The unprecedented expansion of the archaic Davis-Bacon Act (an inflationary and anti-small business regulation requiring contractors to pay inaccurate, bloated government-determined wages and benefits on taxpayer-funded infrastructure projects) into privately developed clean energy construction projects receiving federal tax incentives is raising serious concerns among developers, small businesses in the construction industry, climate change activists, and taxpayers.
Buried in the partisan, $740 billion reconciliation bill known as the Inflation Reduction Act of 2022 is language forcing private developers of electric vehicle charging stations and solar, wind, hydrogen, carbon sequestration, and other clean energy projects to pay workers Davis-Bacon wages and hire apprentices from government-registered apprenticeship programs or lose critical tax incentives that help grow America’s clean energy marketplace.
Although not an explicit mandate to use unionized firms and labor, in practice, this new policy is a massive giveaway to construction trade unions because it leverages federal tax policy to boost union membership while penalizing the 87.4% of U.S. construction workers who have chosen to work for a nonunion contractor and not to join a union.
Since Davis-Bacon’s passage in 1931, special interests such as construction trade unions and their allies in the federal government have fiercely defended it (and successfully lobbied to expand its reach to federally assisted construction projects procured by state and local government) via 71 related acts. That’s despite complaints by government watchdogs, taxpayers, and small business advocates that Davis-Bacon regulations and prevailing wage requirements needlessly raise taxpayer-funded construction costs, stifle job creation, undermine productivity, unfairly steer contracts to unionized firms, and discourage competition from small businesses by imposing onerous paperwork burdens and compliance risks on contractors and governments building projects funded by federal dollars.
At the heart of the Davis-Bacon policy debate are two key facts. The first is that the Department of Labor, tasked with determining wage rates and enforcing the Davis-Bacon Act, has failed to provide clarity to the contracting community with respect to the various bureaucratic interpretations of Davis-Bacon regulations and the accompanying red tape. This exposes contractors to added compliance costs, fines, and litigation and ultimately undermines government programs seeking to award more contracts to small, minority, and disadvantaged businesses.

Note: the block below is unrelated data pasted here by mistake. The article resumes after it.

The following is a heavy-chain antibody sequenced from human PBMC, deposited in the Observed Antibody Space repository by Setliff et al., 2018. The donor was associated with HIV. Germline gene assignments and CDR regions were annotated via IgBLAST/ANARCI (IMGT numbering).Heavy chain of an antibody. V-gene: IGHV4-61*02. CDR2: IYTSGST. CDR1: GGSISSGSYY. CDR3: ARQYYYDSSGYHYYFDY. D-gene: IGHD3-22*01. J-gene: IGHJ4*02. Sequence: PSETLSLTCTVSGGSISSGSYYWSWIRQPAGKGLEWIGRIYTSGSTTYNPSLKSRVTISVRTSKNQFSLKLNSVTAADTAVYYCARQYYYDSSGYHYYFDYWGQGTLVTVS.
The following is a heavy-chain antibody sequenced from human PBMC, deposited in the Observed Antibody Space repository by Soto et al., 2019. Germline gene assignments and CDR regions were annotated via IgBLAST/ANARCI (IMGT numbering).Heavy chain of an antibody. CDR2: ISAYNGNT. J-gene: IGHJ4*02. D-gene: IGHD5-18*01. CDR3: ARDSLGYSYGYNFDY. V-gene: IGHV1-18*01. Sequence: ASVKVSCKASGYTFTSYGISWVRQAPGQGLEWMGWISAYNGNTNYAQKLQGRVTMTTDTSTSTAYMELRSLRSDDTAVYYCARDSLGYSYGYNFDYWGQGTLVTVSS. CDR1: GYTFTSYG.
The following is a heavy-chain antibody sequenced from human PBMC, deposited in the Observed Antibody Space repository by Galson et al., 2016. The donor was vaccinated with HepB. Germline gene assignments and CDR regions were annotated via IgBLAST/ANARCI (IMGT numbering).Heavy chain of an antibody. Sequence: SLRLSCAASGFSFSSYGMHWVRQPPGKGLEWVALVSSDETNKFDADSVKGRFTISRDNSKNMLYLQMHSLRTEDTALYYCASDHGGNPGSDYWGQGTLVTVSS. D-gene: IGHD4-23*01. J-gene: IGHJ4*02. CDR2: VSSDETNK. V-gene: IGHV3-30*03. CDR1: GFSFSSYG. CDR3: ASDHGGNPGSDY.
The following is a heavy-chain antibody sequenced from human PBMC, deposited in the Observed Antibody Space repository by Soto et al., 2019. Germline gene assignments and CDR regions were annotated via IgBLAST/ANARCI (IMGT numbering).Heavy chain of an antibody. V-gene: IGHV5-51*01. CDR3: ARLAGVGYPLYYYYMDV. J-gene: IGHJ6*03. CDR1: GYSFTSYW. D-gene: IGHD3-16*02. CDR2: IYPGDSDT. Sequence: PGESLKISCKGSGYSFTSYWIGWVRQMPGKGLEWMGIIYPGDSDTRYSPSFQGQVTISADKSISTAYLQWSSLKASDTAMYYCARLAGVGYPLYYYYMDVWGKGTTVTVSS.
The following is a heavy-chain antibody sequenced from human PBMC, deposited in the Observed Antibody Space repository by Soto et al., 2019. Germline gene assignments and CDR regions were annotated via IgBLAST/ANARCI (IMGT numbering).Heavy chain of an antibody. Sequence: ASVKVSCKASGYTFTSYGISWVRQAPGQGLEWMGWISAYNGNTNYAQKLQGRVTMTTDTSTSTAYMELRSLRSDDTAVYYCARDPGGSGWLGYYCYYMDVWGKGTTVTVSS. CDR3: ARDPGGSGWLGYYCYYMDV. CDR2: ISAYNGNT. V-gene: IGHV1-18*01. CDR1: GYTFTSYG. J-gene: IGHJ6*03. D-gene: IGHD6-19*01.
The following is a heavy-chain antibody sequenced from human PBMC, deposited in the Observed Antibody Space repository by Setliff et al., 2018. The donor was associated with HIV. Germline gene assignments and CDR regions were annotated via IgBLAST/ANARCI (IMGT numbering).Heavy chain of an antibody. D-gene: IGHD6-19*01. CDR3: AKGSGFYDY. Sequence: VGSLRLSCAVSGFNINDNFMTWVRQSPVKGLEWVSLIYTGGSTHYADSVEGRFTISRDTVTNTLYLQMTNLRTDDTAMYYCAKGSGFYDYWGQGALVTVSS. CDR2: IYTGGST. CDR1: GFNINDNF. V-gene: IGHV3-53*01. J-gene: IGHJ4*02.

The second is that lawmakers and regulators, collaborating with the construction trade union lobby, have rigged the government’s regulatory and enforcement bureaucracy to ensure that, as much as possible, the DOL requires that contractors pay inflated, nonmarket rates to construction workers consistent with union collective bargaining agreements. Less than 13% of the construction industry is unionized, so it is statistically impossible for union rates to be adopted as “prevailing” as much as they actually are by the DOL.
Likewise, for decades, the Government Accountability Office and the DOL Office of Inspector General have called for reforms to the DOL’s unscientific and fundamentally flawed wage determination process, yet the DOL has done little to improve it.
In short, Davis-Bacon helps unionized contractors win more government contracts and create more jobs for unionized labor by needlessly raising costs for competitors. This is a key reason why President Joe Biden supports it. He has said, after all, “I intend to be the most pro-union president leading the most pro-union administration in American history.”
Furthermore, critics of the Biden administration’s controversial March 18 DOL proposed rule (which purports to “update and modernize” existing Davis-Bacon Act regulations on federal and federally assisted construction projects), including taxpayer watchdogs, state and local governments, and infrastructure stakeholders, call the DOL proposal more pork for special interests at the expense of efforts to reduce the runaway costs of infrastructure construction.
This proposal rescinds modest reforms enacted by the Reagan administration in the early 1980s, overturns decades of legal decisions unfavorable to unions, expands the scope of the DBA to new types of construction-related activity and new industries such as manufacturing, trucking, and surveyors, and fails to fix the DOL’s broken and convoluted wage determination process.
With the Inflation Reduction Act’s recent expansion of Davis-Bacon into privately developed clean energy projects jockeying for full tax credits, the law’s damaging impact is no longer contained to government construction contracts. Climate change activists are concerned these provisions will slow down the construction of American clean energy projects and undermine Biden’s climate goals by increasing costs, exacerbating the construction industry’s skilled workforce shortage and eliminating quality contractors already in the marketplace or eager to enter it by making green energy tax credits less valuable or completely useless. This means less investment in clean energy projects, fewer jobs, and more carbon emissions for America.
Married with the expansion of the Davis-Bacon Act into private green energy projects via the Inflation Reduction Act, signed into law Aug. 16, the Biden administration’s new DOL proposal is a big win for special interests but a loss for cost-effective taxpayer investment in clean energy and infrastructure that is needed to power America’s resilient 21st-century economy.
Ben Brubeck is the vice president of regulatory, labor, and state affairs of Associated Builders and Contractors.